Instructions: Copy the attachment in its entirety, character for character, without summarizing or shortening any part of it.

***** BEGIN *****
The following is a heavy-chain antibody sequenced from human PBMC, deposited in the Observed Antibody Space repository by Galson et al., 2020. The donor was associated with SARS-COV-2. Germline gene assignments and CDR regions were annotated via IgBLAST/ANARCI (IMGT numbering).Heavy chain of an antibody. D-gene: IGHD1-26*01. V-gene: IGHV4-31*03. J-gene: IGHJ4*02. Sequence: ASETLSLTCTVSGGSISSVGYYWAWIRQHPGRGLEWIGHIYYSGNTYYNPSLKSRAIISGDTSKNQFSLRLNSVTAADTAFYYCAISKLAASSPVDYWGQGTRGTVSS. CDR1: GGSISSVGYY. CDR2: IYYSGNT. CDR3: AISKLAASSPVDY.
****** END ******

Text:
The following is a heavy-chain antibody sequenced from human PBMC, deposited in the Observed Antibody Space repository by Galson et al., 2020. The donor was associated with SARS-COV-2. Germline gene assignments and CDR regions were annotated via IgBLAST/ANARCI (IMGT numbering).Heavy chain of an antibody. D-gene: IGHD1-26*01. V-gene: IGHV4-31*03. J-gene: IGHJ4*02. Sequence: ASETLSLTCTVSGGSISSVGYYWAWIRQHPGRGLEWIGHIYYSGNTYYNPSLKSRAIISGDTSKNQFSLRLNSVTAADTAFYYCAISKLAASSPVDYWGQGTRGTVSS. CDR1: GGSISSVGYY. CDR2: IYYSGNT. CDR3: AISKLAASSPVDY.